How better transparency can reshape Africa’s real estate
Africa is slowly taking steps to make its real estate markets more transparent through digital tools and better regulation.
Across Africa, demand is growing for greater transparency in its real estate markets – and if new digital and regulatory initiatives are successful, they will potentially have big implications for investor confidence, economic development and a better quality of life.
It’s not just investors and corporates who are keen for change; around a billion people living across Sub-Saharan Africa could see a noticeable difference in their daily lives.
“Citizens across many African countries often face a struggle to carry out basic property admin – such as accessing or filing documents,” says Matthew McAuley, Senior Analyst, Global Research at JLL. “Cutting down the amount of time people spend queuing to do any sort of paperwork or pay taxes will be a welcome step.”
Creating more transparent real estate markets also has the potential to better meet the needs of rapidly expanding urban populations, whether determining the community and business requirements for urban planning and design, bringing in sustainable financing or making international investment a more attractive prospect.
Yet African countries are moving at different speeds. On the one hand, there’s South Africa, the only ‘transparent’ country in the region, according to JLL and LaSalle’s Global Real Estate Transparency Index with a sizeable base of institutional investors and an established listed sector.
On the other hand, there are the likes of Ethiopia, Ivory Coast and Senegal, whose markets remain opaque.
And while overall, African countries continue to make progress, the pace of change has slowed from previous years, McAuley notes.
“Several African countries covered by the index have had new governments making positive sounds around improving transparency and the business operating environment,” says McAuley. “Some governments are quite intent on improving their global standing. But progress is slow.”
The accessibility and quality of real estate data is key to accelerating progress – and there’s the beginning of a digital drive in many countries to do just that.
Kenya is looking to improve its land registry by moving it online, while introducing an eCitizen service for property transfers and land tax payments. In Rwanda, a country which is undergoing major land tenure reform, blockchain technology will be used to digitize its land registry with the help of Microsoft and a Swiss cybersecurity company. But collaboration between the government and private sector is rare.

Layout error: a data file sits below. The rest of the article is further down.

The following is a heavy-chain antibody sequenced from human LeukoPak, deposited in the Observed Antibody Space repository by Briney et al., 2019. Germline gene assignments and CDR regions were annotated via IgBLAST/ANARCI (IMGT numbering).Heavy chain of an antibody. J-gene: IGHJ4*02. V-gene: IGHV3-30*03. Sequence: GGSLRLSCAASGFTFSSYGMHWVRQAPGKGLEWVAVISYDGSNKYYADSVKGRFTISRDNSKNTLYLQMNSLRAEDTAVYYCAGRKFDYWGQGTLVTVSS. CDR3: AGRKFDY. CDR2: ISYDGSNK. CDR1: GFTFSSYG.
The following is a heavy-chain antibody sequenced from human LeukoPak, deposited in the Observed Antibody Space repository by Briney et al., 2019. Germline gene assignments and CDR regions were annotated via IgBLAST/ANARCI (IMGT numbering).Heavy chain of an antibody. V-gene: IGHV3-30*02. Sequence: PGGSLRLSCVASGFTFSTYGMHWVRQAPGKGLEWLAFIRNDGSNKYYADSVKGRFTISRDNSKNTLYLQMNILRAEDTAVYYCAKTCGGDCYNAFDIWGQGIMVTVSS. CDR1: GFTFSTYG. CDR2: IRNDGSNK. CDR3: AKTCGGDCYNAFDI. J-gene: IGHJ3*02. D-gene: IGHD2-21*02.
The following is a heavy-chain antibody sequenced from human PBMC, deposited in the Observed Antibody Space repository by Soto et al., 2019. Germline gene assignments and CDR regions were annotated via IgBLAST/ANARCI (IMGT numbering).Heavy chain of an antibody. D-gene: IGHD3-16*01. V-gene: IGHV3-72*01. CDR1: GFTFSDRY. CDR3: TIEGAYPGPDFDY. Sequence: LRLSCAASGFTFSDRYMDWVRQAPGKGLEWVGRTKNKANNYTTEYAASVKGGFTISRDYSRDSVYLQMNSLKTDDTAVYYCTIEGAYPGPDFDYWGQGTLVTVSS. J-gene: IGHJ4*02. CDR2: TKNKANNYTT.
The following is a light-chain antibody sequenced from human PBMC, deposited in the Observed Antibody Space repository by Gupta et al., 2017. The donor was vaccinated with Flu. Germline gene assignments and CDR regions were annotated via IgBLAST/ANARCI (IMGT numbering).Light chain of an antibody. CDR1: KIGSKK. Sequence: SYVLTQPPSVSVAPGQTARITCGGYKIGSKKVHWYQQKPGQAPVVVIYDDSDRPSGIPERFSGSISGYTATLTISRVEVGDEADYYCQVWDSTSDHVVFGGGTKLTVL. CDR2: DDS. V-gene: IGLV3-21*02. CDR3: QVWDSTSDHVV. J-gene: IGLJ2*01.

“For now, there’s not a great deal of joined-up thinking,” says McAuley. “A large part of any progress made has been thanks to real estate industry participants’ initiatives and better data availability.”
In Africa’s more investable markets, such as Kenya and Nigeria, “tangible transactional evidence” has helped, he says. “As more institutional funds and developers target these markets, the data improves.”
In addition, the wider digitalization of everyday services within African countries is further boosting transparency. In recent years, Kenya, for example, has adopted mobile payment systems through Safaricom and has more recently seen pay-as-you-go system, PayGo Energy – which allows users to pay for their gas via their mobile phone – attract investment from abroad.
Even Nigeria has made advances both in its real estate market and in daily life, with the launch of online ‘one-stop shops’ for carrying out queries or making tax and service payments.
“Property transaction processing and data availability have improved,” says McAuley, pointing to the modernization of Nigeria’s land registries. The federal state of Kaduna has computerised its land registry, while the Lagos state government has also taken steps towards automation. The country’s valuation standards meanwhile, are expected to improve; the Estate Surveyors and Valuers Registration Board of Nigeria last year took its first steps towards a “Green Book”, detailing expected standards for its members.
“Valuations bodies are now setting standards and that gives stakeholders more confidence,” says McAuley.
Potential for change
However, markets where data is harder to come by, such as Angola and Ethiopia, need to take a more pro-active stance on increasing the visibility of information and improving investment performance tracking if they are to attract more investment. Mozambique and Tanzania, for example, are both at the early stage of commercial market development.
“All four countries would be more alluring for investors if there was improved transparency,” says McAuley.
Angola – Africa’s third largest economy – and Ethiopia, with respective populations of 29 million and 102 million, have significant long-term potential. However, both countries have seen relatively little commercial real estate activity.
A change of political leadership for the first time in 38 years may mean reform is on the agenda in Angola yet governments alone cannot drive the necessary change; collaboration with the private sector will be essential.
“Looking ahead, deeper engagement from international service providers, a widening pool of funding sources, and, crucially, improved regulatory enforcement – particularly in building safety standards, land-use planning and financial regulations – will all be required to meet the growing demand for transparency across the region,” says McAuley.
Transparency levels in Africa won’t improve overnight but an increasing focus on the use of digital tools and better regulation can help to bring wide ranging benefits to investors, businesses and communities.